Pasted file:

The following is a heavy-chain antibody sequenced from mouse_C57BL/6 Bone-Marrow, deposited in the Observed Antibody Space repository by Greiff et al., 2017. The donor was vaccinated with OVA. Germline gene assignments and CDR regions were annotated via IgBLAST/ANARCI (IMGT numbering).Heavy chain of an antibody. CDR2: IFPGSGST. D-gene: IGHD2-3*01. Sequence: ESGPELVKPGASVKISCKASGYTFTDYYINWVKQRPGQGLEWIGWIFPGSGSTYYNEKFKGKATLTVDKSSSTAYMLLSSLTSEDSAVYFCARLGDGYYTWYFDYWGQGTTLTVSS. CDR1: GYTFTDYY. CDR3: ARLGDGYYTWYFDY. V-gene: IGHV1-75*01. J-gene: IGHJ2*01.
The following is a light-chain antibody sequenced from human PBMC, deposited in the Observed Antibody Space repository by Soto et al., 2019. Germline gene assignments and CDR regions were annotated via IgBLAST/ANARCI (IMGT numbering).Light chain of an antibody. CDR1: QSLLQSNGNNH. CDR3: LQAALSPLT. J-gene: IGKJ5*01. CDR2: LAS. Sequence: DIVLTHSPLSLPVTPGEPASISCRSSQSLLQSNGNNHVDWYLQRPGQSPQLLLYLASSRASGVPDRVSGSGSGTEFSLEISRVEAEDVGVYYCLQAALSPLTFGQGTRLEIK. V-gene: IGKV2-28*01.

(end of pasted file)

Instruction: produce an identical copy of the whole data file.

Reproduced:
The following is a heavy-chain antibody sequenced from mouse_C57BL/6 Bone-Marrow, deposited in the Observed Antibody Space repository by Greiff et al., 2017. The donor was vaccinated with OVA. Germline gene assignments and CDR regions were annotated via IgBLAST/ANARCI (IMGT numbering).Heavy chain of an antibody. CDR2: IFPGSGST. D-gene: IGHD2-3*01. Sequence: ESGPELVKPGASVKISCKASGYTFTDYYINWVKQRPGQGLEWIGWIFPGSGSTYYNEKFKGKATLTVDKSSSTAYMLLSSLTSEDSAVYFCARLGDGYYTWYFDYWGQGTTLTVSS. CDR1: GYTFTDYY. CDR3: ARLGDGYYTWYFDY. V-gene: IGHV1-75*01. J-gene: IGHJ2*01.
The following is a light-chain antibody sequenced from human PBMC, deposited in the Observed Antibody Space repository by Soto et al., 2019. Germline gene assignments and CDR regions were annotated via IgBLAST/ANARCI (IMGT numbering).Light chain of an antibody. CDR1: QSLLQSNGNNH. CDR3: LQAALSPLT. J-gene: IGKJ5*01. CDR2: LAS. Sequence: DIVLTHSPLSLPVTPGEPASISCRSSQSLLQSNGNNHVDWYLQRPGQSPQLLLYLASSRASGVPDRVSGSGSGTEFSLEISRVEAEDVGVYYCLQAALSPLTFGQGTRLEIK. V-gene: IGKV2-28*01.